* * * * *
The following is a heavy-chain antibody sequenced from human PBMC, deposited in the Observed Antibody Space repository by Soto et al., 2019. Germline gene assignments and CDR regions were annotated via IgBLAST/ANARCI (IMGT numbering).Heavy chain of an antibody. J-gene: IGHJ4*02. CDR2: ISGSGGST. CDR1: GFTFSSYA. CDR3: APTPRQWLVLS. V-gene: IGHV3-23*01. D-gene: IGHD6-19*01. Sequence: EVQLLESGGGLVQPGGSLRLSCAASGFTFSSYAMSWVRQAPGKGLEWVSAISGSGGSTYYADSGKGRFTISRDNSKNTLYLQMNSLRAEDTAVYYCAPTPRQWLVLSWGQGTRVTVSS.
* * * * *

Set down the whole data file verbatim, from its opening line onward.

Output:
The following is a heavy-chain antibody sequenced from human PBMC, deposited in the Observed Antibody Space repository by Soto et al., 2019. Germline gene assignments and CDR regions were annotated via IgBLAST/ANARCI (IMGT numbering).Heavy chain of an antibody. J-gene: IGHJ4*02. CDR2: ISGSGGST. CDR1: GFTFSSYA. CDR3: APTPRQWLVLS. V-gene: IGHV3-23*01. D-gene: IGHD6-19*01. Sequence: EVQLLESGGGLVQPGGSLRLSCAASGFTFSSYAMSWVRQAPGKGLEWVSAISGSGGSTYYADSGKGRFTISRDNSKNTLYLQMNSLRAEDTAVYYCAPTPRQWLVLSWGQGTRVTVSS.